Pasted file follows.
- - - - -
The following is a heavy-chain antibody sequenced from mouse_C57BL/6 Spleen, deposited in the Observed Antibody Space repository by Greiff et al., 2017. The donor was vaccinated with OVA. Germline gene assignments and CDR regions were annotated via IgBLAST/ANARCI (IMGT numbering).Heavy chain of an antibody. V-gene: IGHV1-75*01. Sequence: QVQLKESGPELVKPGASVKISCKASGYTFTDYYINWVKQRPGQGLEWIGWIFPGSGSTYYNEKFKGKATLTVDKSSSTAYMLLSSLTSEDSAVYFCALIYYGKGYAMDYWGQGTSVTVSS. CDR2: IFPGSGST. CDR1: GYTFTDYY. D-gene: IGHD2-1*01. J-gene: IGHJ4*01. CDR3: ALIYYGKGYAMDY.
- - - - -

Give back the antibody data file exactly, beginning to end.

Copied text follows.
The following is a heavy-chain antibody sequenced from mouse_C57BL/6 Spleen, deposited in the Observed Antibody Space repository by Greiff et al., 2017. The donor was vaccinated with OVA. Germline gene assignments and CDR regions were annotated via IgBLAST/ANARCI (IMGT numbering).Heavy chain of an antibody. V-gene: IGHV1-75*01. Sequence: QVQLKESGPELVKPGASVKISCKASGYTFTDYYINWVKQRPGQGLEWIGWIFPGSGSTYYNEKFKGKATLTVDKSSSTAYMLLSSLTSEDSAVYFCALIYYGKGYAMDYWGQGTSVTVSS. CDR2: IFPGSGST. CDR1: GYTFTDYY. D-gene: IGHD2-1*01. J-gene: IGHJ4*01. CDR3: ALIYYGKGYAMDY.